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Moving to college is a daunting experience for almost every first-year student. It can be lonely, awkward, and you might miss your family... a lot. It makes you realize that after living with your parents and siblings for eighteen years, the act of uprooting what you have always known and leaving it all behind, is a really strange thing to do. You are no longer surrounded by the core people that have made you who you are today. And while I was dealing with these circumstances, I failed to notice how it takes effect on my sibling's emotions.

While it was obvious that my parents were dealing with the great heartache of their first child leaving the nest, I never considered the distress that it would cause in the lives of my siblings. A whole person is taken out of the original family dynamic, changing the ambiance of their household life entirely. I feel that this is often disregarded, as every event from graduation, to move in day, is about the child who is leaving. But it wasn't until my family began to relay the distressing tendencies of my eleven-year-old sister, did I recognize that she was showing signs of depression. And the guilt hit me instantly.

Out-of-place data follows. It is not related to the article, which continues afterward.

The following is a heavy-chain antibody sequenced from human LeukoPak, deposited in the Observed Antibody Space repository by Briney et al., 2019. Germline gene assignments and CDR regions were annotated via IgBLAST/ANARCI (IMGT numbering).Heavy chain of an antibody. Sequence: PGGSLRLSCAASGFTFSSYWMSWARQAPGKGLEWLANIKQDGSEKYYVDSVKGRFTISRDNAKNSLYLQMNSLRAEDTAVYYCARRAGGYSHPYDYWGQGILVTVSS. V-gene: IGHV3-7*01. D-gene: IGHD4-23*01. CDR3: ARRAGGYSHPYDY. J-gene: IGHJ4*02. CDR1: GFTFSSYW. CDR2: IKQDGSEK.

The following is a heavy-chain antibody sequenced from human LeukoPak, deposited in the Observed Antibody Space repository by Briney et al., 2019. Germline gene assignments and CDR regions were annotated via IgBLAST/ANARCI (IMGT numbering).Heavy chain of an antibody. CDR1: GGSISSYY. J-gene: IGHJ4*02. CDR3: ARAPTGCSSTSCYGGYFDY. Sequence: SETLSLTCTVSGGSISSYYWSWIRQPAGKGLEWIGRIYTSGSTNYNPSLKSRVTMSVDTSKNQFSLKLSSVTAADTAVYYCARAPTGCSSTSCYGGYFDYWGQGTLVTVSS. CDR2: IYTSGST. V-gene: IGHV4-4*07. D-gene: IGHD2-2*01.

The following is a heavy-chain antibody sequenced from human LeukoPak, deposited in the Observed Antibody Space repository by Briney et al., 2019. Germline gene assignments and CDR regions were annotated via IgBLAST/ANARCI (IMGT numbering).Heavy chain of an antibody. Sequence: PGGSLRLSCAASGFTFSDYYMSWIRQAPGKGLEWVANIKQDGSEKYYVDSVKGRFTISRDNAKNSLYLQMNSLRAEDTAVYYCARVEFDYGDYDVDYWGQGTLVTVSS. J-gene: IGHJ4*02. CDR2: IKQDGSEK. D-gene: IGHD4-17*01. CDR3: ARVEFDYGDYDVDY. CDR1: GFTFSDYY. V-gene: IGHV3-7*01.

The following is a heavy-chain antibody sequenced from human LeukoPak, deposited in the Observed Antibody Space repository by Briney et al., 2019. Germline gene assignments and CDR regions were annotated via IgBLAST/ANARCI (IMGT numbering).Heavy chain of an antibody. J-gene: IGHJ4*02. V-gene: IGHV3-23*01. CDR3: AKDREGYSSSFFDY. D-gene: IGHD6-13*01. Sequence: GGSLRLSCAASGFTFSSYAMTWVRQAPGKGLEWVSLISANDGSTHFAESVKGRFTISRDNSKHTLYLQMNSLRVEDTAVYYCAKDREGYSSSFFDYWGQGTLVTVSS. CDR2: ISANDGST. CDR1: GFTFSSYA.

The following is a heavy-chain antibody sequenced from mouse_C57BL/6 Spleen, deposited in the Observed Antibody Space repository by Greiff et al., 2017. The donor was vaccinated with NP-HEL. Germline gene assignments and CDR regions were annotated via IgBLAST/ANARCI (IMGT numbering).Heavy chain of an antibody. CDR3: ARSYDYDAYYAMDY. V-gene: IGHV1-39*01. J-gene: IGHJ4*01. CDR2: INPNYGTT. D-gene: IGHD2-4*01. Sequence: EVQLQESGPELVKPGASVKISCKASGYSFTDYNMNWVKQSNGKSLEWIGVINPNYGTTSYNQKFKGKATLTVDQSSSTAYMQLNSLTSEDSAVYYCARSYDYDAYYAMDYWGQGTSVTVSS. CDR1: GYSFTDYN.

My mom and dad would each call me on multiple occasions to tell me how often she seemed to not be present or was not eating enough. Whether at the dinner table, in the car, or out shopping on the weekends, they could not seem to lift her spirits. They would also complain that from the time she arrived home from school until bedtime, she remained in her room, on her phone or computer. Although for a preteen this is not unusual, it was shocking to us as she used to spend the majority of after-school time with friends, and later hanging out with the family until it was time for bed.